This procedural maneuver seemed to be an attempt to throw half-hearted support behind the growing student demand for SRI while avoiding associating the organization with Palestinian human rights. Some CUSA executives strategically placed their motion first on the agenda and, along with councilors, voted down a request to amend the agenda to allow the SAIA motion, months in the works, as the first item. The strategy of this action became apparent after CUSA's motion had been debated and SAIA's motion was deemed to be "redundant" and struck from the agenda, in a cynical display of political and procedural manipulation.
Despite the disheartening actions of timid student politicians, victory was eventually achieved at CUSA council and student voices were heard. The spirit and goals of the SAIA motion were achieved by an amendment to the CUSA motion which added "illegal occupation" in the list of violations from which CUSA opposes profiting. Even this simple statement in solidarity with occupied peoples caused much debate, with some students in the room bizarrely arguing the amendment would "marginalize" them and served to unfairly single out Israel for condemnation.
Other students, however, argued that the struggles of occupied peoples need to be recognized and supported, as these efforts too often go unnoticed, or worse, are silenced. In the end, the CUSA motion, along with the amendment to include "illegal occupation," was successfully passed. News quickly reached the crowd of supporters, still waiting outside, who erupted in cheers, yelling "victory!" Supporters with tabla drums, banners and chants erupted in the most positive energy I've ever seen at Carleton University.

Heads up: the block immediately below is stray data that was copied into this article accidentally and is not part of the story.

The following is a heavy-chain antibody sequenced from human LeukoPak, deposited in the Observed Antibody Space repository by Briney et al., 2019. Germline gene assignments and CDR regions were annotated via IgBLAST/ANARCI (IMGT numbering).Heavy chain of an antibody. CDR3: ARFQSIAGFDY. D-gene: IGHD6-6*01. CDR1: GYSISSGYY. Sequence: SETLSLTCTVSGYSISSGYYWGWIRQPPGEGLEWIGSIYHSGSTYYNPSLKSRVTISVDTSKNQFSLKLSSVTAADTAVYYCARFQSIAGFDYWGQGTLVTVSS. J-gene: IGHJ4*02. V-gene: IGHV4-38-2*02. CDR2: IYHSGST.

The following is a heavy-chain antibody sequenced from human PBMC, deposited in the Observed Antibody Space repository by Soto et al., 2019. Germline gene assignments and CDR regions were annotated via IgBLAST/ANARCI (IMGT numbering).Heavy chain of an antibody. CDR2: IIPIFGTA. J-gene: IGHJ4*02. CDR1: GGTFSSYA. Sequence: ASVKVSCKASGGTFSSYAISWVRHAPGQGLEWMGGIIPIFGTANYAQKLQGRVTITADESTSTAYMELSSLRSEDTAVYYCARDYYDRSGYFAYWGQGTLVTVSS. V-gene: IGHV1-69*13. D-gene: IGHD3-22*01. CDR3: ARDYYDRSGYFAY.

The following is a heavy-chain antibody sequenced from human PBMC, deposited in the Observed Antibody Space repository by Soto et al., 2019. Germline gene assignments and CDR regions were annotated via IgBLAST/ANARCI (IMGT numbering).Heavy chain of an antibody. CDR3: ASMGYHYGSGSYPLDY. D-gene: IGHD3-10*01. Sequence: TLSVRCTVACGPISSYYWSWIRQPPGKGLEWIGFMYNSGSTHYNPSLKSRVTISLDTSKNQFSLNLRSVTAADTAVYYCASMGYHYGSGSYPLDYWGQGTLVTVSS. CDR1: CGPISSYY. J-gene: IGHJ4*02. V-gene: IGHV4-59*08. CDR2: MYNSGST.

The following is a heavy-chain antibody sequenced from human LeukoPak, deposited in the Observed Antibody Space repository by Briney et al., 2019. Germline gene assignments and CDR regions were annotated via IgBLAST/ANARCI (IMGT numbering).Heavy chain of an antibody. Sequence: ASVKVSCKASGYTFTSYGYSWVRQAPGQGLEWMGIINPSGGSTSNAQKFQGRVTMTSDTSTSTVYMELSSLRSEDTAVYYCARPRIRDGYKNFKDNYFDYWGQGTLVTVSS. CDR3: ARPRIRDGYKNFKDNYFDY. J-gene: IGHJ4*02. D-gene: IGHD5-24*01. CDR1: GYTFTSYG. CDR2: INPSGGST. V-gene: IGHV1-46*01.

Against numerous attempts to silence them, students made sure their voices were heard and that the demands of the divestment campaign were made loud and clear. In many ways, this campaign is now beyond SAIA; it is owned by over two dozen student groups, unions, faculty and individual students. A deeply moving struggle like this can only grow and open new minds. On Carleton's campus, this has developed into a powerful student movement for truth, accountability and justice.
Ultimately, the divestment debate at CUSA council was a success. Yet it was just a step along the way to the highest authority at Carleton University: the Board of Governors (BOG). In March, students will be taking the campaign to the BOG to demand that the Pension Fund Committee divests from the four companies targeted by SAIA, and adopts SRI in an open and transparent manner in consultation with the campus community. The message is simple: universities have no business in war profiteering or military occupation.
Students seeking justice in their education must ask their administration where their money is going. There is no better place for students to start than in their campus communities, demanding that their tuition money be invested responsibly. As university campuses tackle the threats of increasing "economic liberalization" and privatization, now more than ever it is time to question corporate social responsibility. Your campus is your first site for resistance!
Yasmine Bennett-AbuAyyash is a Political Science student at Carleton
University and a member of Students Against Israeli Apartheid -- Carleton.